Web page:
A fake Fabergé egg, and a fellow Agent's death, lead James Bond to uncover an international jewel-smuggling operation, headed by the mysterious Octopussy, being used to disguise a nuclear attack on N.A.T.O. forces.
Pierce Brosnan gives one last mission as James Bond. Starting off in North Korea, Bond is betrayed and captured. 14 months later, Bond is set free, but traded for Zao who was captured by MI6. When back in his world, Bond sets off to track down Zao. Bond gets caught up in yet another scheme which sends him to millionaire Gustav Graves. Another MI6 agent known as Miranda Frost is also posing as a friend of Graves. Bond is invited to a presentation held by Graves about a satellite found in space which can project a huge laser beam. Bond must stop this madman with a fellow American agent, known as Jinx. Whilst Bond tries to stop Graves and Zao, will he finally reveal who betrayed him?Written by
The futuristic weapon that Colonel Moon uses during parts of the chase after the opening sequence, did really exist when the movie was made, at least in prototype form. It's a Heckler & Koch O.I.C.W. (Objective Individual Combat Weapon), a weapon developed as the future's infantry assault rifle as part of the U.S. Army's "Soldier 2000" program. It consists of a grenade launcher mounted on top of a "regular" 5.56mm (.223) caliber assault rifle, as well as a digital camera within the optic sights. This digital camera is supposed to be linked to a display within the soldier's helmet, enabling him to look and shoot around corners, as well as transmitting live footage of a combat situation to his troop commander or a higher superior. See more »
The amount of C-4 Bond places in the case at the beginning of the movie would be enough to flatten a huge land area, equivalent to the size of a large building. In the film, however, the explosion is incredibly small, and bystanders next to the detonation are shown to have only minor injuries. See more »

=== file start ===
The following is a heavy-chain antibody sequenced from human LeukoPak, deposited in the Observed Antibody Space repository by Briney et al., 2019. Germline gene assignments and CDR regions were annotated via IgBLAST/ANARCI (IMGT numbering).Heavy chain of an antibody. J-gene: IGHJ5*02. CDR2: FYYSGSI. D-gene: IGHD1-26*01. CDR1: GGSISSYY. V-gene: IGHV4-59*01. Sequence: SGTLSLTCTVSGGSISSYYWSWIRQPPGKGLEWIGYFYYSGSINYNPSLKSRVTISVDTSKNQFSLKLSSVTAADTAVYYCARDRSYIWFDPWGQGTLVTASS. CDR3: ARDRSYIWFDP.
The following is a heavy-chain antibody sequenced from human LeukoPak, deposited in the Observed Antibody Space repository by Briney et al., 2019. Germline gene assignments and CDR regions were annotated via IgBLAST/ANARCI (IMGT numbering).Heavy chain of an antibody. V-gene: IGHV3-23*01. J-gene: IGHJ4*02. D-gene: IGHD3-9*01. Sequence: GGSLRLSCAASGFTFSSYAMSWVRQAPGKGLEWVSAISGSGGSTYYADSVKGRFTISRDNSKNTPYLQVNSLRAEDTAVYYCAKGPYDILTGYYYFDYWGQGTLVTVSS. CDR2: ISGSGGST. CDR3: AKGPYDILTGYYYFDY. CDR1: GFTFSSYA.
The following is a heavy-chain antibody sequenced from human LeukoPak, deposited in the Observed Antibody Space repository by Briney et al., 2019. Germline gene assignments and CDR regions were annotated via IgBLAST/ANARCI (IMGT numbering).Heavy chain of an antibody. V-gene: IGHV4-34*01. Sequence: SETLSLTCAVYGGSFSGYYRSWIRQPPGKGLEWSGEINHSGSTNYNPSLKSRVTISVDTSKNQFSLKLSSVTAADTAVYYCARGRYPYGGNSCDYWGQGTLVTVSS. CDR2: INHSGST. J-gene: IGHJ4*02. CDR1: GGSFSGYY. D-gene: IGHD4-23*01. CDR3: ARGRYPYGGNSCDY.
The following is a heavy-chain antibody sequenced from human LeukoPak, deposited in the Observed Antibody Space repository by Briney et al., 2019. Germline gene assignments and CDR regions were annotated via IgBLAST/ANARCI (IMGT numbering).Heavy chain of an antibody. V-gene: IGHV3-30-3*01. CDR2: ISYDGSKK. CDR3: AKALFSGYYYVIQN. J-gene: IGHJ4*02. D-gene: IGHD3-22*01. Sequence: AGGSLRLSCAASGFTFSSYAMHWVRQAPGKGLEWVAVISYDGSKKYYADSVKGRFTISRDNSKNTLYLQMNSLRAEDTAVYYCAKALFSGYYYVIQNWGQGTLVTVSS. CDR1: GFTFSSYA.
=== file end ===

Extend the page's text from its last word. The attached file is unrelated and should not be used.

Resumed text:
Mr. Van Bierk:
[stepping out of helicopter]
Look, what is this? I'm supposed to...
[Bond puts a gun to Mr. Van Bierk's head and takes his sunglasses]
See more »
At the end of the credits, Madonna can be heard saying "I need to lay down." See more »
The following scenes were cut from the film:
During the scene where Bond is driving on Cuba in his Ford Fairlane, there were some military maneuvers going on alongside the road.
There was an additional dialogue scene between Bond and Raoul.
The scene where Jinx kills Dr. Alvarez was originally longer: after the kill she breaks into his safe and steals a CD which she hides under her dress (in the making-of documentary you can see the CD hanging around Halle Berry's neck).
Deleted was a scene with Bond arriving at Heathrow. To avoid passport control, he disembarks the plane via the landing gear.
A scene with Jinx and Graves playing Ice Golf was cut. In this scene it was revealed why she is chasing Zao.
Lee Tamahori shot a raunchier version of the scene where Bond is rescued by Miranda Frost from Mr. Kil while investigating the biodrome. Here they were skin-deep in the hot tub to give the illusion they were lovers. This scene was cut due to censorship reasons.
A small scene where Jinx (in her leather outfit) is walking through the ice palace. This can be seen in the making-of documentary.
Originally General Moon realizes much earlier that Gustav Graves is his son. While Bond and Jinx are exploring the Antonov, they stumble across General Moon and Bond explains to him who Graves really is. He then continues with Jinx to go for the cockpit, while the General watches Graves and Miranda Frost planning the military campaign.
Fourth Brosnan 'Bond' Starts Promisingly, but Falters...